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    Author(s): Jennifer Klutsch; Nadir Erbilgin
    Date: 2012
    Source: In: Sniezko, Richard A.; Yanchuk, Alvin D.; Kliejunas, John T.; Palmieri, Katharine M.; Alexander, Janice M.; Frankel, Susan J., tech. coords. Proceedings of the fourth international workshop on the genetics of host-parasite interactions in forestry: Disease and insect resistance in forest trees. Gen. Tech. Rep. PSW-GTR-240. Albany, CA: Pacific Southwest Research Station, Forest Service, U.S. Department of Agriculture. p. 316
    Publication Series: General Technical Report (GTR)
    Station: Pacific Southwest Research Station
    PDF: View PDF  (116.11 KB)

    Description

    In recent decades, climate change has facilitated shifts in species ranges that have the potential to significantly affect ecosystem dynamics and resilience. Mountain pine beetle (Dendroctonus ponderosae) is expanding east from British Columbia, where it has killed millions of pine trees, primarily lodgepole pine (Pinus contorta Douglas ex Loudon) over the last 10 years. In Alberta, mountain pine beetle is in portions of the lodgepole pine x jack pine hybrid zone and was recently intercepted at the western edge of jack pine (P. banksiana Lamb.) forests. There is a potential threat that mountain pine beetle will expand into the naïve host, jack pine, which extends from Alberta into eastern Canada and the Great Lakes Region in the United States. A successful invasion of jack pine by mountain pine beetle could generate serious ecological and economic problems throughout the boreal forest. Therefore, studies conducted during this initial establishment of mountain pine beetle in jack pine forests, and their applied implications for controlling the invasion, are highly relevant for the rest of jack pine and eastern pine forests. If done proactively, such studies may identify jack pine stands susceptible to mountain pine beetle and help forge pre-emptive management strategies prior to mountain pine beetle arrival. The further easterly expansion of mountain pine beetle might be constrained by low winter temperatures, by the amount of weakened or stressed trees, and by low, endemic, beetle populations. The native parasitic plant, dwarf mistletoe (Arceuthobium americanum), induces stress in jack pine and causes extensive damage throughout its range. In this study, we will investigate whether infection of jack pine by the dwarf mistletoe will influence jack pine susceptibility to mountain pine beetle. The work that started in 2011 will evaluate how dwarf mistletoe-induced chemical and physiological changes in jack pine affect growth and development of mountain pine beetle and its associated fungi. Interactions between dwarf mistletoe and mountain pine beetle on jack pine will be identified by addressing a number of research objectives, focusing primarily on how changes in jack pine defenses mediate mountain pine beetle-dwarf mistletoe interactions. These investigations are important because the eastward expanding wave of mountain pine beetle will likely first encounter, and colonize, these highly abundant dwarf mistletoe-infected jack pine trees.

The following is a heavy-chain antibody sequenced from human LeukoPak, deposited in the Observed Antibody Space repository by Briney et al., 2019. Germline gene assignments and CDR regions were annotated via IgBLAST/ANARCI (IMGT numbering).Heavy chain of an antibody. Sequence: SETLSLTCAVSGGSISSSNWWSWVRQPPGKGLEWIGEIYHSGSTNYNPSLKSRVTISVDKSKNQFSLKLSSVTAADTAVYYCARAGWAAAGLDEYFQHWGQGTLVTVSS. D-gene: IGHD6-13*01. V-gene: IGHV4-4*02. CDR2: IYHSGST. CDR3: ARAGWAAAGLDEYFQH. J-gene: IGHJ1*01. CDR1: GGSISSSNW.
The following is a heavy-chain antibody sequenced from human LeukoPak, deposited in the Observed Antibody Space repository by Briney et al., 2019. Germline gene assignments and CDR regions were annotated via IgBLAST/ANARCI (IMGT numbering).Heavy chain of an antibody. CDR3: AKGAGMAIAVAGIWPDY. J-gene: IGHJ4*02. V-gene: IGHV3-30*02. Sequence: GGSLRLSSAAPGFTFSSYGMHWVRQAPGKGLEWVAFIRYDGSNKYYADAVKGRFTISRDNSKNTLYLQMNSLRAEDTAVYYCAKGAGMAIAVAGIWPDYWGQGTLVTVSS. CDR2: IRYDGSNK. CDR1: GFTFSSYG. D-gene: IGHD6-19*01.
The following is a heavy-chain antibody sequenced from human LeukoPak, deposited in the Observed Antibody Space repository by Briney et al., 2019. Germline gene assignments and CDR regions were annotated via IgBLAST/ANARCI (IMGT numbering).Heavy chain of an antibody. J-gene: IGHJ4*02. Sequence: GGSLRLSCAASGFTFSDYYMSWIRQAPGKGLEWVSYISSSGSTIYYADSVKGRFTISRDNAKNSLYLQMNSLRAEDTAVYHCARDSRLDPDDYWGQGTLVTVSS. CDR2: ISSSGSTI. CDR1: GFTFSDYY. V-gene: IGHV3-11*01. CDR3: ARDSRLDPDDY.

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    Citation

    Klutsch, Jennifer; Erbilgin, Nadir. 2012. Interaction of an invasive bark beetle with a native forest pathogen: Potential effect of dwarf mistletoe on range expansion of mountain pine beetle in jack pine forests. In: Sniezko, Richard A.; Yanchuk, Alvin D.; Kliejunas, John T.; Palmieri, Katharine M.; Alexander, Janice M.; Frankel, Susan J., tech. coords. Proceedings of the fourth international workshop on the genetics of host-parasite interactions in forestry: Disease and insect resistance in forest trees. Gen. Tech. Rep. PSW-GTR-240. Albany, CA: Pacific Southwest Research Station, Forest Service, U.S. Department of Agriculture. p. 316.

    Keywords

    forest disease and insect resistance, evolutionary biology, climate change, durable resistance

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